The beginning of the school year can be a stressful time for many children and parents with new routines, new surroundings and new people. Last month, I talked about ways to talk to kids about the first day of school and help them prepare. But what about kids who, even after some preparation about what to expect, still feel anxious?
It can be helpful for parents to strike a balance between empathizing with the child and also focusing on the child’s ability to cope. Parents can let kids know that their nervous feelings are understandable and normal and in fact, many of their friends and classmates probably feel the same way as they do. Asking children what they have heard about the year ahead and what their worries are, allows you to talk things through. While some worries may realistically reflect uncertainty, other worries can be unrealistic and represent worst-case-scenario thinking. Parents can help with this second type of worry by going through the facts and reality of the situation with the child, which can ease some of the anxiety.
In addition to empathizing, it is important to focus on the child’s ability to cope. Research shows that giving the message You can do this or You’ve got this can be very helpful to people of all ages facing stressful situations. In fact, it is often more helpful than providing a lot of reassurance to an anxious child and telling them everything is going to be fine and go their way.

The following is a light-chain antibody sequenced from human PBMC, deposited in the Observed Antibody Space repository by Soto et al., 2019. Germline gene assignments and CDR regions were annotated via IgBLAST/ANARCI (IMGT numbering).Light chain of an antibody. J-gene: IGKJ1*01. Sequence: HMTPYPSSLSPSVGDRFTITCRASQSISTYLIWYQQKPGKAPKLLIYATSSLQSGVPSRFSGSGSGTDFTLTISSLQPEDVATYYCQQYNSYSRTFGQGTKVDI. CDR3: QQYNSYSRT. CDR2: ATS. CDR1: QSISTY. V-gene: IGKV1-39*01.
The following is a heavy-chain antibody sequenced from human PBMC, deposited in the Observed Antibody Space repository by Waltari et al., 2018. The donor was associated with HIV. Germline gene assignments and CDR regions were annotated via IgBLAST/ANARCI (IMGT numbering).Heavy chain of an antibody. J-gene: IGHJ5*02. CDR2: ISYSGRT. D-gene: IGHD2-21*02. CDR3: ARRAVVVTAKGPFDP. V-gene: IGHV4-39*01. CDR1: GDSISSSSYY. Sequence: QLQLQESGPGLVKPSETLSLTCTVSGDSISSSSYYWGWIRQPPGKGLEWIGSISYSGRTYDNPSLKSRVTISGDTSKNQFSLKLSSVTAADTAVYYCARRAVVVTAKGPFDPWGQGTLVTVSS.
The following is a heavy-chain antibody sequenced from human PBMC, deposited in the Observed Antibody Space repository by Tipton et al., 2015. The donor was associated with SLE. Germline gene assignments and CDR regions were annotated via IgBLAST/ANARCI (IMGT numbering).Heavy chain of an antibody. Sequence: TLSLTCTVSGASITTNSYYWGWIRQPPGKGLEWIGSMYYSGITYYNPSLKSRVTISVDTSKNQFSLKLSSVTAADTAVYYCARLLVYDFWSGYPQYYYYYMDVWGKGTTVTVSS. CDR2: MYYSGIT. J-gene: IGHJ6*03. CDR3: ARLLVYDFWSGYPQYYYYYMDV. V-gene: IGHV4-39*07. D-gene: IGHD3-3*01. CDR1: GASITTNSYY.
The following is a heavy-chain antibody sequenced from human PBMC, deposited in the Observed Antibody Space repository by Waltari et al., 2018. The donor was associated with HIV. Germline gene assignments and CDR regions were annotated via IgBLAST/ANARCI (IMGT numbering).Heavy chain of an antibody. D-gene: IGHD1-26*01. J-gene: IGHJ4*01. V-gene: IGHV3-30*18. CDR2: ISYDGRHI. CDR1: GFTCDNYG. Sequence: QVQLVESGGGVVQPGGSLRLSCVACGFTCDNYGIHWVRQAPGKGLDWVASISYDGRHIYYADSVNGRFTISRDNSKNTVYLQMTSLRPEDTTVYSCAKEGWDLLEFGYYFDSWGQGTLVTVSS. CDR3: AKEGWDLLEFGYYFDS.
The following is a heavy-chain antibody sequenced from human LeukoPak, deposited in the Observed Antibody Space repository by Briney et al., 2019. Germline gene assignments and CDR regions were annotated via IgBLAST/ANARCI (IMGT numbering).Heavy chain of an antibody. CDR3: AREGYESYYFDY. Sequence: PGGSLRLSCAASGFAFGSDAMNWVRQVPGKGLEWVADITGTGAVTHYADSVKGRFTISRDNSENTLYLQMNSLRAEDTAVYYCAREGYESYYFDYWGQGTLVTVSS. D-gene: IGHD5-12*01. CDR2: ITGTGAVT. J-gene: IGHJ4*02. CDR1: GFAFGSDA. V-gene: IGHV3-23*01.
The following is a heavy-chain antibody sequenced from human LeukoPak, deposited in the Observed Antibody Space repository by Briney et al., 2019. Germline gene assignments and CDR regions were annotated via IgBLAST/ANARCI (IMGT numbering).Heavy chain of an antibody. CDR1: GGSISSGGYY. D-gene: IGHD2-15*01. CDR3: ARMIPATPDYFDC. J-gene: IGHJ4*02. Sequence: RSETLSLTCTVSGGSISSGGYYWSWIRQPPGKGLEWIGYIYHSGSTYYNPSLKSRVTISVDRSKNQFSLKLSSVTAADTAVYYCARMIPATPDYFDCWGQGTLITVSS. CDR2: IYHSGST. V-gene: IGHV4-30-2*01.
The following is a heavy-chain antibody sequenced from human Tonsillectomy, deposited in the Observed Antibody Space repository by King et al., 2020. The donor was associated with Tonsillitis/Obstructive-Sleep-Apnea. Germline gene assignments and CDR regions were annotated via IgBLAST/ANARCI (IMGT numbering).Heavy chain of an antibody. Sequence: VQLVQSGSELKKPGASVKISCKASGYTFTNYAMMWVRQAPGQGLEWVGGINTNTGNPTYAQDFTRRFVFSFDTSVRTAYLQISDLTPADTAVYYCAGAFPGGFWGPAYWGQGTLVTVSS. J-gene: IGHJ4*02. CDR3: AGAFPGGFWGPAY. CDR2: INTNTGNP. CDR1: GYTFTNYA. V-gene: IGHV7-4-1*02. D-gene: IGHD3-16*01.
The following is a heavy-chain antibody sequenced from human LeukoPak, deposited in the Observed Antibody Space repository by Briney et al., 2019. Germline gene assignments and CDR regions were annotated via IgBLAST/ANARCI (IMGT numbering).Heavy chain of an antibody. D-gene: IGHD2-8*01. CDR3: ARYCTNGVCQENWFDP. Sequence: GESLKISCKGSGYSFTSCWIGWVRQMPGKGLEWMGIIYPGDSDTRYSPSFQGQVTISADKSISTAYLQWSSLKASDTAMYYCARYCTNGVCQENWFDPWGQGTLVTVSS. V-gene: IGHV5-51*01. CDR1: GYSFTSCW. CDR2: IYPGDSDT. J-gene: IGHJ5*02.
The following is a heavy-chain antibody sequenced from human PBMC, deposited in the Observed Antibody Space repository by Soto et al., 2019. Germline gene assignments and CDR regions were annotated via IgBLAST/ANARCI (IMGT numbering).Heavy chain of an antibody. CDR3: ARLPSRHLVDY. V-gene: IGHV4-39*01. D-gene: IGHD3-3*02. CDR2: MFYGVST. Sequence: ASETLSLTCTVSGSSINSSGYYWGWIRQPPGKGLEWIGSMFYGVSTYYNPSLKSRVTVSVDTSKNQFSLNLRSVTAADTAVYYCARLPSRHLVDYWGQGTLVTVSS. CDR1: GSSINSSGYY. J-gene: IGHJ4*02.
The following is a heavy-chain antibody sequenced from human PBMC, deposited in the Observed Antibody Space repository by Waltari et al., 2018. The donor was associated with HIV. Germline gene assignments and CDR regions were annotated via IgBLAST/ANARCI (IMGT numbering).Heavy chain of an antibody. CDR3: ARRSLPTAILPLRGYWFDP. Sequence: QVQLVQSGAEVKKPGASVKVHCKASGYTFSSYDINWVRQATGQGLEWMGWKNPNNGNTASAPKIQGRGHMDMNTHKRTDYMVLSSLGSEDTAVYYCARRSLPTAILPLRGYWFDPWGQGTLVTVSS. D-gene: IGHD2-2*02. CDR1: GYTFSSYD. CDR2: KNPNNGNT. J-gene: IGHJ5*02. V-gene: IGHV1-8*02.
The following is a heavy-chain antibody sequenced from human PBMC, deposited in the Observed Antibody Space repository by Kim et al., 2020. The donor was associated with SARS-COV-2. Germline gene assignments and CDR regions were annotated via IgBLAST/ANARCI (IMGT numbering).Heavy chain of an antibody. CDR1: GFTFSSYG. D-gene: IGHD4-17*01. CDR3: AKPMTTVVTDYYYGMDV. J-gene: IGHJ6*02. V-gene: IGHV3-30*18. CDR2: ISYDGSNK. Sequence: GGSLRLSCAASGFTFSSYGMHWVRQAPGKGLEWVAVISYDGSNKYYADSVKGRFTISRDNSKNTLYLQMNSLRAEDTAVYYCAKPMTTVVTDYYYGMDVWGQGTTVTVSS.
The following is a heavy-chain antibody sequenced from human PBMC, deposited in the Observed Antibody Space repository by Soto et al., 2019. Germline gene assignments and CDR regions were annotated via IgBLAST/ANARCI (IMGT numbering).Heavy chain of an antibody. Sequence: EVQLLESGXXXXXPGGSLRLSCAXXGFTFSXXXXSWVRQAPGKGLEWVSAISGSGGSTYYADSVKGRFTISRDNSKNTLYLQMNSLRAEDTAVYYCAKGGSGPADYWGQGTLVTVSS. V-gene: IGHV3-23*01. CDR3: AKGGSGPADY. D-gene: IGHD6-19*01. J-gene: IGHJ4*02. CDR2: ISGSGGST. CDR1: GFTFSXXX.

Even more powerful than what parents say to their children, is what they show them through their own behavior. Parents can model optimism and confidence through their own attitudes and actions. This can help children remember the more positive aspects of the back-to-school jitters too—the excitement they are feeling about what lies ahead.
Although sometimes, it can be challenging for parents to model a confident and optimistic attitude because of their own anxiety. Children often are highly attuned to how parents are feeling about things that are relevant to them, so they may pick up on a parent’s uncertainty and worry. If parents can be aware of this and can pay attention to their own self-care, that can make a huge difference for the child as well.